There is a growing problem within the learning institutions, if race and ethnicity cannot be enhanced to improve on the academic experience of the learners, the academic system can be deemed to have failed in its universal mandate. Exploring the various thoughts advocated by the participants that it is possible to reverse the current situation. This can function if the involved authorities pay more attention to the evolving trend of racial and ethnic profiling in schools. The window can be permanently closed if the government can embrace multiculturalism. Nevertheless, various challenges were encountered in the course of this study; there are those who were against what was being asked and those who supported the study. The study objectives were attained. The information processed can be used to help the government on how best to improve the learning experience for all learners. The nature of racial and ethnic discrimination affects both the whites and other citizens equally. It would be better if the academic system is harnessed and teaching staff balanced and this would greatly change the entire platform.



Interview Questions:


  1. Indicate your age, sex, ethnicity, citizenship and highest level of education?
  2. Dates of your arrival here.
  3. What is your original nationality? Are your parents still living in home country?
  4. What are the different value systems between America and your home country?
  5. How has ethnicity affected your acceptance in institutions of higher learning?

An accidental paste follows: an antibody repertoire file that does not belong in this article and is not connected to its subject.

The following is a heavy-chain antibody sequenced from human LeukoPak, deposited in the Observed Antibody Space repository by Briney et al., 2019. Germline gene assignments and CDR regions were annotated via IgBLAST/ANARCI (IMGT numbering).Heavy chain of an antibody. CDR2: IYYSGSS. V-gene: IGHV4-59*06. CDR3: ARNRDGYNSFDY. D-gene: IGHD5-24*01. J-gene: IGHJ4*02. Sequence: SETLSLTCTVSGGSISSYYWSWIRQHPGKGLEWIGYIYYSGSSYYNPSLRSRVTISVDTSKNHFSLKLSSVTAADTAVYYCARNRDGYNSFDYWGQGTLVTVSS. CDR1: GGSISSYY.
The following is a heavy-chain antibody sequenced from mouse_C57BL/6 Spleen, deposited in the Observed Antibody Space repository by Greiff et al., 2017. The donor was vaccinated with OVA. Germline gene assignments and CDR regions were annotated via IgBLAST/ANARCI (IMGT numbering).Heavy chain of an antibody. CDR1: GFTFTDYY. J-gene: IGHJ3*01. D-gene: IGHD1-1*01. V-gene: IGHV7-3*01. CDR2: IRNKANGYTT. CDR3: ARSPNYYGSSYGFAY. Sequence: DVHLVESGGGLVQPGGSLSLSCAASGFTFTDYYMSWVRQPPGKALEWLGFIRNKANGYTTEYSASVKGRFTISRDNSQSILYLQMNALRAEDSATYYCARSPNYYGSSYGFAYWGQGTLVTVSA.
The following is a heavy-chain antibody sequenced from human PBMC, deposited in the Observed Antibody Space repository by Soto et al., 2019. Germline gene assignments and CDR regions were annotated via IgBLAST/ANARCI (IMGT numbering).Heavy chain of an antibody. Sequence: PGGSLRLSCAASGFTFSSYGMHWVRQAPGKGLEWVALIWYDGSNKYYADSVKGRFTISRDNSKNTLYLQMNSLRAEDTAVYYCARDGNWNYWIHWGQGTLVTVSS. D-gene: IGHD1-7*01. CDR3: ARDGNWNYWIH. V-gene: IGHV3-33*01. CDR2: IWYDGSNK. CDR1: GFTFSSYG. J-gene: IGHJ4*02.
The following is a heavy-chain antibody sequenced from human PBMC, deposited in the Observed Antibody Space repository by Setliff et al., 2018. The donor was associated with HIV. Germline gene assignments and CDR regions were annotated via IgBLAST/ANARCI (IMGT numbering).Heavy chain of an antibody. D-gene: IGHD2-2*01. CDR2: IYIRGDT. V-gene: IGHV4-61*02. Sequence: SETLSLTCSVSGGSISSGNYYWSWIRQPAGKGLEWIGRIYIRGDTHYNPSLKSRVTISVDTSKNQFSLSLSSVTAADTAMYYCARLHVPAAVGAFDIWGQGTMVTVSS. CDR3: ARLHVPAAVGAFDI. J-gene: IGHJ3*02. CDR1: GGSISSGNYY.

6. Do you think ethnicity play affects your level of intelligence? Explain.
  7. Do you there is a smarter race than others?
  8. What are bias in your institution with regard to your ethnicity

Transcribed Interview

Interviewer: Tells us your name

Respondent: Mark

Interviewer: Mark Who?

Respondent: Mark Muli

Interviewer:  You are a black student? From?

Respondent: Yes, Richmond, California.

Interviewer: How old are you?

Respondent: 18 years.

Interviewer: how is your schooling?

Respondent: pathetic!

Interviewer:  Why?

Respondent: no learning, too much abuse?

Interviewer: why?

Respondent: No teachers for blacks.

Interviewer: How comes?

Respondents: white thinks black is inferior.









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Works cited

Banks, James A., ed. Multicultural Education, Transformative Knowledge, and Action:

Historical and Contemporary Perspectives. New York: Teachers College Press, 1996

Banks, James A., and Banks, Cherry A. McGee, eds. Handbook of Research on Multicultural

Education. New York: Macmillan, 1995.

Bloom, Benjamin; Davis, Allison; and Hess, Robert, eds. 1996. Compensatory Education for

Cultural Deprivation. Chicago: University of Chicago.

Boykin, A. Wade. “The Triple Quandary and the Schooling of Afro-American Children.” In The

School Achievement of Minority Children, ed. Ulric Neisser. Hillsdale: Erlbaum, 1986.

Foley, Douglas E. 1991. “Reconsidering Anthropological Explanations of School Failure.”

Anthropology and Education Quarterly 22:60–86.

Fordham, Signithia, and Ogbu, John U. 1986.”Black Students’ School Success: Coping with the

Burden of Acting White.” Urban Review 18:176–206.

Hale-Benson, Janice Black Children: Their Roots, Culture, and Learning Styles. Baltimore:

Johns Hopkins University ,1986.

Herrnstein, Richard J., and Murray, Charles. The Bell Curve: Intelligence and Class Structure in

American Life. New York: Simon and Schuster, 1996.

Irvine, Jacqueline Jordan, and York, Darlene Eleanor. “Learning Styles and Culturally Diverse

Students: A Literature Review.” In Handbook of Research on Multicultural Education,

Ed. James A. Banks and Cherry A. McGee Banks. New York: Macmillan, 1995.

Kunjufu, Jawanzaa.To Be Popular or Smart: The Black Peer Group. Chicago: A A, 1986.